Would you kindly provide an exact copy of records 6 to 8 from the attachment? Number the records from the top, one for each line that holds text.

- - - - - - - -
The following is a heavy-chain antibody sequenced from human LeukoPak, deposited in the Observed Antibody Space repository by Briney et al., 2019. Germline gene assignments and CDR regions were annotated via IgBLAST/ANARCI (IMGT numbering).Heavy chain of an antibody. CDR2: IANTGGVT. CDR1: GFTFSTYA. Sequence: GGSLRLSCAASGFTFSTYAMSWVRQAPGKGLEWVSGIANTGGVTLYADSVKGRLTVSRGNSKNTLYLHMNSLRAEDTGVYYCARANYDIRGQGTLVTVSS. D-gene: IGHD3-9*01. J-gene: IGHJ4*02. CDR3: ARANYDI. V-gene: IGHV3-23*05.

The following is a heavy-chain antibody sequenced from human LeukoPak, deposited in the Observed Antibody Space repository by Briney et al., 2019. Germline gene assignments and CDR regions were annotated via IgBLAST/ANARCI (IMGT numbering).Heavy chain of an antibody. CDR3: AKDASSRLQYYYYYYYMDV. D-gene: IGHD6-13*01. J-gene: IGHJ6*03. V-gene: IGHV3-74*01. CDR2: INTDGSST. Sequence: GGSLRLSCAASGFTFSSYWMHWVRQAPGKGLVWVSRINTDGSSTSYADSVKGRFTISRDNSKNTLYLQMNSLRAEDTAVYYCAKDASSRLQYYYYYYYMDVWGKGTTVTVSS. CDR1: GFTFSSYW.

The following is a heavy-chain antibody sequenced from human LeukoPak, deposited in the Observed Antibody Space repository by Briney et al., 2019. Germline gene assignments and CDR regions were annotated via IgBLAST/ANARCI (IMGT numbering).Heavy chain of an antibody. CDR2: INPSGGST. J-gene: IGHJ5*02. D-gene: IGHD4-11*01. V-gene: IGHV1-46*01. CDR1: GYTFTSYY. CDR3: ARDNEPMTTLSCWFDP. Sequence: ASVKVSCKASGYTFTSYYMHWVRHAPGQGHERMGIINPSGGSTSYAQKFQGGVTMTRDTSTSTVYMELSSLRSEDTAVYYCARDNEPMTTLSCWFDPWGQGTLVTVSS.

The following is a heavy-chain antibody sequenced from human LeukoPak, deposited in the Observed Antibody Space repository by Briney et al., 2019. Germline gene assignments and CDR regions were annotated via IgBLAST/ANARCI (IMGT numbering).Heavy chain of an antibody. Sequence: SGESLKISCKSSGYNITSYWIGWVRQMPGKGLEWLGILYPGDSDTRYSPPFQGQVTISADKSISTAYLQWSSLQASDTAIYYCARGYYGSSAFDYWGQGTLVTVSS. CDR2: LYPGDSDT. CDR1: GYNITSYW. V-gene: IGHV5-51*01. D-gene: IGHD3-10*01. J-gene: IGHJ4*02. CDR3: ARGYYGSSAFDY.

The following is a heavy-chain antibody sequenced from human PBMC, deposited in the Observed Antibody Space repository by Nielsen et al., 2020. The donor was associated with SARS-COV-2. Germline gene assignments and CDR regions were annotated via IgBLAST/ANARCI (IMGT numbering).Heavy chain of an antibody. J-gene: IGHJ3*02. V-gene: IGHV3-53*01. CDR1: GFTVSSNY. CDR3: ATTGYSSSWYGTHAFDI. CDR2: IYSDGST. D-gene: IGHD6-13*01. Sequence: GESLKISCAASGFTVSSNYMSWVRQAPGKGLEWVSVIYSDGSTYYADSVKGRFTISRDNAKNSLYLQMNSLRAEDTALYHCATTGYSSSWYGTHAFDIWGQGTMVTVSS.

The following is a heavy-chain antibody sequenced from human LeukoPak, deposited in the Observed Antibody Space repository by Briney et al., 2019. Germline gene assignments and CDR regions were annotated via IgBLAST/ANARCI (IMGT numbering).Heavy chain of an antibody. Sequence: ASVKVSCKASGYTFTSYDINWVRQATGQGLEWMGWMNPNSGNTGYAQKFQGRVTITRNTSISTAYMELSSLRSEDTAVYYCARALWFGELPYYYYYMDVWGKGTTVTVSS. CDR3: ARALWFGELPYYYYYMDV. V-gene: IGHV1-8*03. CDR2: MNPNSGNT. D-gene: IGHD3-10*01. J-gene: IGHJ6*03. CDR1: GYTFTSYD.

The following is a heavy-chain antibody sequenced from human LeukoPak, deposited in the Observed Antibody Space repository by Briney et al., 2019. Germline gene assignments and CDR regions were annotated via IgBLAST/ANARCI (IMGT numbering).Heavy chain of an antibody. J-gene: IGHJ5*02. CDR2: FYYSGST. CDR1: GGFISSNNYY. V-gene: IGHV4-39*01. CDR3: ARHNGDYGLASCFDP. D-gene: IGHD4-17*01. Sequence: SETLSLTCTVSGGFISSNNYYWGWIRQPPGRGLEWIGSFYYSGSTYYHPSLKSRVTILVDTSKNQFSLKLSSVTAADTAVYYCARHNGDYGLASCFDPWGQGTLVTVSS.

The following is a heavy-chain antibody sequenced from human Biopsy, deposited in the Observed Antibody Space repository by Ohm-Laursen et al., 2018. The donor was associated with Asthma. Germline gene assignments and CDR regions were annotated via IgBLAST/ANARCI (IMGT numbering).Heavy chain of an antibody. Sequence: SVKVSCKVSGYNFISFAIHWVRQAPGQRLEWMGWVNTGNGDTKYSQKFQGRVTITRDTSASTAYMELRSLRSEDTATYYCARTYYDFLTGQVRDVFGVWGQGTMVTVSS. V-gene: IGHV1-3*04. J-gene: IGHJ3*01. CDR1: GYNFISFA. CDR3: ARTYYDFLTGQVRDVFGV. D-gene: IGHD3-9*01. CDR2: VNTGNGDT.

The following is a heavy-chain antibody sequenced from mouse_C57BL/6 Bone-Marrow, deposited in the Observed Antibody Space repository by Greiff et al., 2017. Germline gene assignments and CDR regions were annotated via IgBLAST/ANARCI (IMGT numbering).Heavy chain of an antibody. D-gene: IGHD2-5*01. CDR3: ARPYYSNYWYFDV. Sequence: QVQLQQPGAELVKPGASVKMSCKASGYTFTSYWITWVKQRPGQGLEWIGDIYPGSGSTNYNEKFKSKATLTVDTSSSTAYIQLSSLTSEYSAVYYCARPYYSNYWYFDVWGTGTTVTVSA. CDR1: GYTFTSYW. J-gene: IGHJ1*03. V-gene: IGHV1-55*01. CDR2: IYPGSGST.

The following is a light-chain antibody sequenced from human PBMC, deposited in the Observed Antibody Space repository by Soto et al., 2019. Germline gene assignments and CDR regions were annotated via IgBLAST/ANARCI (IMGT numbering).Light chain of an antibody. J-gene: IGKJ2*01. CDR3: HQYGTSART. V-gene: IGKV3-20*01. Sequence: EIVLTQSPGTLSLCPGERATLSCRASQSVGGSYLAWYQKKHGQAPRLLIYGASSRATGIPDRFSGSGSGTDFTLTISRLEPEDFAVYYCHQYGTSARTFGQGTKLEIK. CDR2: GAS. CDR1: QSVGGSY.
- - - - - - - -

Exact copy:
The following is a heavy-chain antibody sequenced from human LeukoPak, deposited in the Observed Antibody Space repository by Briney et al., 2019. Germline gene assignments and CDR regions were annotated via IgBLAST/ANARCI (IMGT numbering).Heavy chain of an antibody. Sequence: ASVKVSCKASGYTFTSYDINWVRQATGQGLEWMGWMNPNSGNTGYAQKFQGRVTITRNTSISTAYMELSSLRSEDTAVYYCARALWFGELPYYYYYMDVWGKGTTVTVSS. CDR3: ARALWFGELPYYYYYMDV. V-gene: IGHV1-8*03. CDR2: MNPNSGNT. D-gene: IGHD3-10*01. J-gene: IGHJ6*03. CDR1: GYTFTSYD.

The following is a heavy-chain antibody sequenced from human LeukoPak, deposited in the Observed Antibody Space repository by Briney et al., 2019. Germline gene assignments and CDR regions were annotated via IgBLAST/ANARCI (IMGT numbering).Heavy chain of an antibody. J-gene: IGHJ5*02. CDR2: FYYSGST. CDR1: GGFISSNNYY. V-gene: IGHV4-39*01. CDR3: ARHNGDYGLASCFDP. D-gene: IGHD4-17*01. Sequence: SETLSLTCTVSGGFISSNNYYWGWIRQPPGRGLEWIGSFYYSGSTYYHPSLKSRVTILVDTSKNQFSLKLSSVTAADTAVYYCARHNGDYGLASCFDPWGQGTLVTVSS.

The following is a heavy-chain antibody sequenced from human Biopsy, deposited in the Observed Antibody Space repository by Ohm-Laursen et al., 2018. The donor was associated with Asthma. Germline gene assignments and CDR regions were annotated via IgBLAST/ANARCI (IMGT numbering).Heavy chain of an antibody. Sequence: SVKVSCKVSGYNFISFAIHWVRQAPGQRLEWMGWVNTGNGDTKYSQKFQGRVTITRDTSASTAYMELRSLRSEDTATYYCARTYYDFLTGQVRDVFGVWGQGTMVTVSS. V-gene: IGHV1-3*04. J-gene: IGHJ3*01. CDR1: GYNFISFA. CDR3: ARTYYDFLTGQVRDVFGV. D-gene: IGHD3-9*01. CDR2: VNTGNGDT.